Capers addressed the crowd stating he was overwhelmed with emotion. “All of the awards that were bestowed upon me this morning, I don’t deserve any of this,” said Capers. “It really doesn’t belong to me, I’m just a caretaker.”
Family and friends standing teary eyed close by, he continued to address all the service members who never had a parade held for them, the ones who weren’t taken care of when they came home, and the ones who never returned.
The celebration concluded with a gathering at the Veterans Museum, where the man who proudly became the face of the Marine Corps when he could barely stand after being wounded 19 times, the man who devoted his life to a country who continued to judge him based on the color of his skin, the man who turned strangers into family, stood in astonishment at the number of people willing to come see him on a Saturday morning.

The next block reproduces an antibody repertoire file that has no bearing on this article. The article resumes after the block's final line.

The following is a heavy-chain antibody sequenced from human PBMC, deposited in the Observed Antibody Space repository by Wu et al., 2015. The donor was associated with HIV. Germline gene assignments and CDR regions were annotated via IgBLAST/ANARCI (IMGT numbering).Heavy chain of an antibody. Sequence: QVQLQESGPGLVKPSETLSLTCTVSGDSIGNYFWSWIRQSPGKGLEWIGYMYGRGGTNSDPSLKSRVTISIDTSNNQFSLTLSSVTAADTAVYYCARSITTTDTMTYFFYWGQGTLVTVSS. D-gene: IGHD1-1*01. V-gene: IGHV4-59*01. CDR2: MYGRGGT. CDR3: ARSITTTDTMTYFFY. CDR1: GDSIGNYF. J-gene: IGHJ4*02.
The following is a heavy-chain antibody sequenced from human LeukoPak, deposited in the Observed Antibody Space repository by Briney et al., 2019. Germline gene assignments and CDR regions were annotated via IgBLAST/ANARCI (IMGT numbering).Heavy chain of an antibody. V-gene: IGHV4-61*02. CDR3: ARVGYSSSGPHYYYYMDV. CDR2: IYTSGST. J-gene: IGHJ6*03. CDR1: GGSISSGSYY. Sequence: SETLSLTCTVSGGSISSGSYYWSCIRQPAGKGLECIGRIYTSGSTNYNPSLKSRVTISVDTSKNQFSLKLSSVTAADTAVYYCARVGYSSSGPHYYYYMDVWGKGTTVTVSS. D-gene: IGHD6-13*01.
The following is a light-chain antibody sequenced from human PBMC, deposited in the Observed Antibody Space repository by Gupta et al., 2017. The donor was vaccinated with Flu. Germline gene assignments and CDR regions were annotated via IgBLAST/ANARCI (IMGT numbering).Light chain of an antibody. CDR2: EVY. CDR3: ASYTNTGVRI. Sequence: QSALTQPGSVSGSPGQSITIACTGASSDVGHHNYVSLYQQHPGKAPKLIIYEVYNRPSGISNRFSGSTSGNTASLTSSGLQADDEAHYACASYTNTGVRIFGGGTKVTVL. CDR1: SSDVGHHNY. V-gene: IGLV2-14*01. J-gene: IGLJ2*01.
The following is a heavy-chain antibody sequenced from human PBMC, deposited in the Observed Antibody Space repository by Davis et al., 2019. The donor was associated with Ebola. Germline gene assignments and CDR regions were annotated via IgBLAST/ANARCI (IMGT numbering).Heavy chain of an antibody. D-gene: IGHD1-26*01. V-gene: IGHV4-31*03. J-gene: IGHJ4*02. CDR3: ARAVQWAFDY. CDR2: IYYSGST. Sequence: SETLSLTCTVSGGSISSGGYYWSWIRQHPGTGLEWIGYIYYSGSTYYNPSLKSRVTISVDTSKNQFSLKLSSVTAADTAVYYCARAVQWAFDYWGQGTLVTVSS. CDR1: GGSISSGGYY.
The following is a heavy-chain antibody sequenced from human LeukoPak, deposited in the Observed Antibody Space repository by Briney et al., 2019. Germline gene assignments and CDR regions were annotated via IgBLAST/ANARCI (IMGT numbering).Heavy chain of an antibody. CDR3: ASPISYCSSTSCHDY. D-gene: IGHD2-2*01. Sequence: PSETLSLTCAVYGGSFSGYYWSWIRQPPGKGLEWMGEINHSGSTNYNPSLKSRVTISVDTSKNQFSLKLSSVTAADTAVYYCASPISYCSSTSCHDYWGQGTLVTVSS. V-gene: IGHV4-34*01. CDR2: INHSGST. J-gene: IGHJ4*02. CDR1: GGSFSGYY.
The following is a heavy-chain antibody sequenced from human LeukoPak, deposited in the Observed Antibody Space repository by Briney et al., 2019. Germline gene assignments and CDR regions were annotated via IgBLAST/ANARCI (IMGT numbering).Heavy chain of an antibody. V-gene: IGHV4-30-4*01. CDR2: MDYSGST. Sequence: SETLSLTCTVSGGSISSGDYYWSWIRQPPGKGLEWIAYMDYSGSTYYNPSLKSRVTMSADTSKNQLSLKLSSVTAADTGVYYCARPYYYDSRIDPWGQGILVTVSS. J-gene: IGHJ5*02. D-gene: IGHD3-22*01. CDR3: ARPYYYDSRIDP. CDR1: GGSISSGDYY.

This article originally appeared on Marines. Follow @USMC on Twitter.
The South China Sea has been a maritime flashpoint for years, becoming the subject of the Dale Brown novel “Sky Masters” and Tom Clancy’s SSN video game and tie-in book.
It’s a seven-way Mexican standoff between the People’s Republic of China, the Republic of China, the Philippines, Malaysia, Indonesia, Brunei, and Vietnam.
And you thought Clint Eastwood’s “Man with No Name” had it bad in that final standoff in The Good, The Bad, and The Ugly!
But the United States Navy has been willing to challenge the PRC’s claims in the region. A recent U.S. Navy release discussed how the Arleigh Burke-class guided-missile destroyer USS John S. McCain (DDG 56) “conducted routine operations” while transiting the South China Sea. That region has recently become hotter with the ruling by an arbitration panel in favor of the Philippines, who were objecting to China’s claims.